jimsf Reply:

    clem no one is squashing anything. have your opinion. My point is that its an exercise in futility and wouldn’t it be more fun to talk about other stuff.

    Joey Reply:

    Since obviously no constructive criticism will ever get through the political machinery, we should probably just abandon the CEQA and let people build whatever they want.

    jimsf Reply:

    thats a leap. the discussions have already done been had and decisions made.
    You know i’ve noticed this about our culture in the past two decades…. this fundamental shift away from being able to accept things we don’t like.

    use to be debate, disagreement, compromise, decision, and move on. Now, everyone is a one man empire with heels dug in no matter what. Its the aftermath of the “me generation”
    Take the offspring of the me generation, spend a decade letting madison avenue reinforce the “you super special and you derserve it ” message, then bring in the amazing universe of personal tech that is akin to having a magic wand and a genie to us pre tech folks, and now what we have is a nation of people who simply can not compromise nor accept anything they dislike. We see the result of that in congress and in the last decades worth of elections.
    The people have become as unmanageable as behive do on a Georgia summer day.

    Joey Reply:

    I was more commenting on the fact that stories I’ve heard suggest that participation in the process yields no results if politicians have already decided what they want.

    jimsf Reply:

    yes well everyone feels that way when we don’t get the outcome we like. Unfortunately, one, the companies and other players that they seem to listen too, are also their constituents just like we are and two, in infrastructure matters they are probably going to listen to the people who are in the business and not the armchair quarterbacks in the blogosphere and three, they tend to listen to whomever makes the most noise ( hello tea party havoc) and it unfortunate, and rather odd I think, that americans do not have any interest in infrastructure matters. Something that used to be a source of american pride. The new americans don’t have any such pride in these matters. ( dams bridges and so forth) its very odd.

  10. Derek
    Aug 4th, 2011 at 15:56
    #10

    High-speed rail to get $336 million more from feds: http://news.cnet.com/8301-11128_3-20088100-54/high-speed-rail-to-get-$336-million-more-from-feds/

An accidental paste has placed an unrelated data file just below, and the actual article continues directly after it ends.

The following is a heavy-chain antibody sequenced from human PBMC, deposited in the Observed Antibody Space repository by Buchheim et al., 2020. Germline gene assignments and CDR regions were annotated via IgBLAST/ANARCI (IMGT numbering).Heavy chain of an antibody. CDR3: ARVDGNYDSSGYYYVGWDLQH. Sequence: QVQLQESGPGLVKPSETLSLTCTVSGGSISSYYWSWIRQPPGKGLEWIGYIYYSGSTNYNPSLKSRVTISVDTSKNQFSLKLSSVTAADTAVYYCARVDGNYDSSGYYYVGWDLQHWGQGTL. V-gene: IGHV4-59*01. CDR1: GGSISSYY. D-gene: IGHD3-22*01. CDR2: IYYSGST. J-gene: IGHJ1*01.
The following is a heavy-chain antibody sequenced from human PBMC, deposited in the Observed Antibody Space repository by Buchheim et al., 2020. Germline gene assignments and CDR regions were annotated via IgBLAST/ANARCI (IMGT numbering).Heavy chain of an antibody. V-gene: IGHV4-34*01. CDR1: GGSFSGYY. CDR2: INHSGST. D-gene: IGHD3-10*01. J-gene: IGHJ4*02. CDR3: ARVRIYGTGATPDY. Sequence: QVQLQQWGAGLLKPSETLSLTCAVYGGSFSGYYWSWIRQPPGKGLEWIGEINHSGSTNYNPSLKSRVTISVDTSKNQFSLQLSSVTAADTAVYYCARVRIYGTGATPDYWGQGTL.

political_incorrectness Reply:

    Now just a matter of getting the orders together to make sure the money is being used up.

    Reality Check Reply:

    The headline is misleading. All the money is going for non-HSR Amtrak corridor cars — in California, at least. See Feds announce $68 million grant to buy rail cars and locomotives in California

    Paulus Magnus Reply:

    Not only that, but ridiculously overpriced railroad cars.

    jimsf Reply:

    The “california cars” for whatever reason, are very popular with caltrans and the riding public. so no doubt we are getting more of them.
    This is interesting though”
    The grants also will allow California and other states to buy newer U.S.-built locomotives capable of operating at higher speeds than current Amtrak trains. Bronte said the new engines will be designed to pull trains along at up to 125 mph.
    On the San Joaquin corridor through the Valley, “we’ve been working with the Burlington Northern Santa Fe railroad to move to higher speeds, hopefully 90 mph,” Bronte said. Those speeds would depend on the installation of modern signal and control systems along the line

    Gee whiz beaver, I wonder why they are buying locos for 125mph operation in the coming years…. hmmm I just can’t think.

    Read more: http://www.fresnobee.com/2011/08/03/2488072/caltrans-to-get-68m-to-upgrade.html#ixzz1U7HwYDV0

    jimsf Reply:

    and not just 125 but.. specifically 125 on the san joaquin route. hmm. I can’t even imagine what the thinking might be behind it. I wonder.

    Drunk Engineer Reply:

    Overpriced, FRA-compliant, tank-on-wheels, Amtrak piece of crap that duplicates a planned HSR.

    Geez, now who’s clinging to the Status Quo?

    jimsf Reply:

    like it or not as of now and for the unforseen future. regular american railroads is all america is going to have.

    and I think you missed my point. Its been discussed here more than once that there can be an interim use of the construction segments at higher speeds while we wait for full operation which is still a decade away.

    Richard Mlynarik Reply: